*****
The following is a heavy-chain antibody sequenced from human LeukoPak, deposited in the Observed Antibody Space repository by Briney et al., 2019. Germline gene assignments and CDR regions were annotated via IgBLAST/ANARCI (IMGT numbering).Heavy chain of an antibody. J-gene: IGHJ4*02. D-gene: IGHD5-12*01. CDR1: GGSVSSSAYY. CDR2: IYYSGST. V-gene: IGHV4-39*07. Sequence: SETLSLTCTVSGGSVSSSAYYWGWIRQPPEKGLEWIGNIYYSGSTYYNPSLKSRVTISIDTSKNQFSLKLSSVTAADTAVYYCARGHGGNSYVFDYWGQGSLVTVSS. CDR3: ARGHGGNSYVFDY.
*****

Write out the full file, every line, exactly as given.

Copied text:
The following is a heavy-chain antibody sequenced from human LeukoPak, deposited in the Observed Antibody Space repository by Briney et al., 2019. Germline gene assignments and CDR regions were annotated via IgBLAST/ANARCI (IMGT numbering).Heavy chain of an antibody. J-gene: IGHJ4*02. D-gene: IGHD5-12*01. CDR1: GGSVSSSAYY. CDR2: IYYSGST. V-gene: IGHV4-39*07. Sequence: SETLSLTCTVSGGSVSSSAYYWGWIRQPPEKGLEWIGNIYYSGSTYYNPSLKSRVTISIDTSKNQFSLKLSSVTAADTAVYYCARGHGGNSYVFDYWGQGSLVTVSS. CDR3: ARGHGGNSYVFDY.